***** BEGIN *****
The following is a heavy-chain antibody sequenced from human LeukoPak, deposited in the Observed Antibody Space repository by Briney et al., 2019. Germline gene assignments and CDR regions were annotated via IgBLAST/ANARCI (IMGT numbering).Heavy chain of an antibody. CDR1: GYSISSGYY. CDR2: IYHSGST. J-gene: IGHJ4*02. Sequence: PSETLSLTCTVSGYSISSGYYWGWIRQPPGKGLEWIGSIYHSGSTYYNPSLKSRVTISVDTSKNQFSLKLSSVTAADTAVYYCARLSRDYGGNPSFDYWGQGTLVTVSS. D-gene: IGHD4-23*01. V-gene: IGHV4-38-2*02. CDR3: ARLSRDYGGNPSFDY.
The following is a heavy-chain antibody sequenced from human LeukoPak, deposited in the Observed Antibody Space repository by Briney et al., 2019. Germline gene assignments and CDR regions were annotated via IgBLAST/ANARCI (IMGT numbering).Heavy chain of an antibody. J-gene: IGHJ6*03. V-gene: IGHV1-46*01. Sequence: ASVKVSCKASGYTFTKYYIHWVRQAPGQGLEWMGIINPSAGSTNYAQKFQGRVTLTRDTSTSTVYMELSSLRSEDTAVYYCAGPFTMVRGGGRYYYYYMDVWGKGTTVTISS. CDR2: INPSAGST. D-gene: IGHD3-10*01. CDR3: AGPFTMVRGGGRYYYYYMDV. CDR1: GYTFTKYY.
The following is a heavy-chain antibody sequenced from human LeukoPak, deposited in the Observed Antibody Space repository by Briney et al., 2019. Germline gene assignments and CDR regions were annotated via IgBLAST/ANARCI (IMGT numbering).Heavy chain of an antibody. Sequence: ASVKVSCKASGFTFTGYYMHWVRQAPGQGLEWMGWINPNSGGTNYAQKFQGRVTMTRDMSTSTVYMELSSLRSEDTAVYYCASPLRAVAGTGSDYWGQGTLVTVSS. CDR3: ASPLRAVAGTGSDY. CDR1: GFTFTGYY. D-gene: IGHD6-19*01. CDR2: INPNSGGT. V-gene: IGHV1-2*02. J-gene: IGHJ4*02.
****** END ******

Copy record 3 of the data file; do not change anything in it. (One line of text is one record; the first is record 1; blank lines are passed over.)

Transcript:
The following is a heavy-chain antibody sequenced from human LeukoPak, deposited in the Observed Antibody Space repository by Briney et al., 2019. Germline gene assignments and CDR regions were annotated via IgBLAST/ANARCI (IMGT numbering).Heavy chain of an antibody. Sequence: ASVKVSCKASGFTFTGYYMHWVRQAPGQGLEWMGWINPNSGGTNYAQKFQGRVTMTRDMSTSTVYMELSSLRSEDTAVYYCASPLRAVAGTGSDYWGQGTLVTVSS. CDR3: ASPLRAVAGTGSDY. CDR1: GFTFTGYY. D-gene: IGHD6-19*01. CDR2: INPNSGGT. V-gene: IGHV1-2*02. J-gene: IGHJ4*02.